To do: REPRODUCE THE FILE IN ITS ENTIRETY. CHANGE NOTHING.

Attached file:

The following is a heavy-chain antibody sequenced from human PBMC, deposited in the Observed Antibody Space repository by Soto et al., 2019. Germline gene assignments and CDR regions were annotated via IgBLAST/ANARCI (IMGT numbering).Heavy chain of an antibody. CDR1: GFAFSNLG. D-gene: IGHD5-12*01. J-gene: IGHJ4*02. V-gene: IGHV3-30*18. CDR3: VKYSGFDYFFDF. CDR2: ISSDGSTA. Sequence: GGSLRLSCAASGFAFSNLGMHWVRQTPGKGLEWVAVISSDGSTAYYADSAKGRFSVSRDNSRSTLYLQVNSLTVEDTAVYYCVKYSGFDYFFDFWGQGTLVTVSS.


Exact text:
The following is a heavy-chain antibody sequenced from human PBMC, deposited in the Observed Antibody Space repository by Soto et al., 2019. Germline gene assignments and CDR regions were annotated via IgBLAST/ANARCI (IMGT numbering).Heavy chain of an antibody. CDR1: GFAFSNLG. D-gene: IGHD5-12*01. J-gene: IGHJ4*02. V-gene: IGHV3-30*18. CDR3: VKYSGFDYFFDF. CDR2: ISSDGSTA. Sequence: GGSLRLSCAASGFAFSNLGMHWVRQTPGKGLEWVAVISSDGSTAYYADSAKGRFSVSRDNSRSTLYLQVNSLTVEDTAVYYCVKYSGFDYFFDFWGQGTLVTVSS.